Trend? Normal rates only apply to short projects, and all ongoing "volume" projects have low rates?
Thread poster: mercuryseeker
mercuryseeker
United States
Apr 28

For the past few years I have been seeing the following trends going on in the translation industry, and I would like to know, is this just what I am personally seeing, or is everyone seeing these same trends? Please let me know if you are seeing the same things.

There are several aspects to what I am seeing.

1. It is still possible to get work at good rates, namely appropriate rates that you feel good to work for, and are happy to work for that rate. However, what I have seen is that this is tending to be for temporary projects that are random and not necessarily ongoing... some good clients still pay good rates, but you never know when they will show up with this good paid work, or it may be a low number of hours per week that you can secure work for these good, appropriate rates. Also, what I am seeing is that the majority of clients will reject these appropriate rates in favor for getting some cheap translation elsewhere for a rate to which I would never agree. So getting more work at the "good" rates seems like a difficult thing in the present climate.

2. Almost all ongoing projects with regular work want significant discounts, aka they want you to work for 2/3 or 1/2 of the "good, appropriate rates" above (or even less, which is not to even be considered), and if you reject that they won't hire you. Most of this work is for large corporate clients. So basically to get the ongoing work, you have to agree to a rate that makes you feel exploited, and spend the majority of your time doing the low-paid work, because you can't count on there being enough good-rate work to be available so that you can make a decent living. This also applies to jobs that may have a decent rate but the amount of work involved makes the hourly rate end up being too low.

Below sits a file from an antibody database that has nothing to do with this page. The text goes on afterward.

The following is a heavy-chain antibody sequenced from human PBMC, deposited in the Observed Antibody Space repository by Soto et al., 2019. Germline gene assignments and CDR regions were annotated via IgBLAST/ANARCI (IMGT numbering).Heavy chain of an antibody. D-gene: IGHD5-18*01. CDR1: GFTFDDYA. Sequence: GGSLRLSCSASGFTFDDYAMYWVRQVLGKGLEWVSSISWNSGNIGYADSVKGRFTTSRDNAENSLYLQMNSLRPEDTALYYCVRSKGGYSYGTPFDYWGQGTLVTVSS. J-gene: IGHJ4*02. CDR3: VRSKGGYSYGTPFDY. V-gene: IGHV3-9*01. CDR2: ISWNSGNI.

So basically what I'm seeing here is that it seems like you can't expect to get paid a good rate for all your work? And that the only way to survive is to work these low-paid jobs? I don't want it to be this way but I'm starting to wonder if everyone is surviving using this method nowadays, and this is just what you have to do to survive, instead of holding out hope that you will get 40 hrs of work a week for the good rates. And I'm saying this as a person who has been freelancing in this industry for a long time. I have consistently rejected accepting low rates since I began in this business in order to not degrade the price structure, and it galls me to accept work at these rates, and I want to say no to every single one of them (and still have said no to the majority of them). But, I also have to survive.

I would be interested to hear your comments about whether you are seeing this same trend, and whether this is just what people have to do now if you are a translator.

[Edited at 2017-04-29 07:07 GMT]


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Trend? Normal rates only apply to short projects, and all ongoing "volume" projects have low rates?

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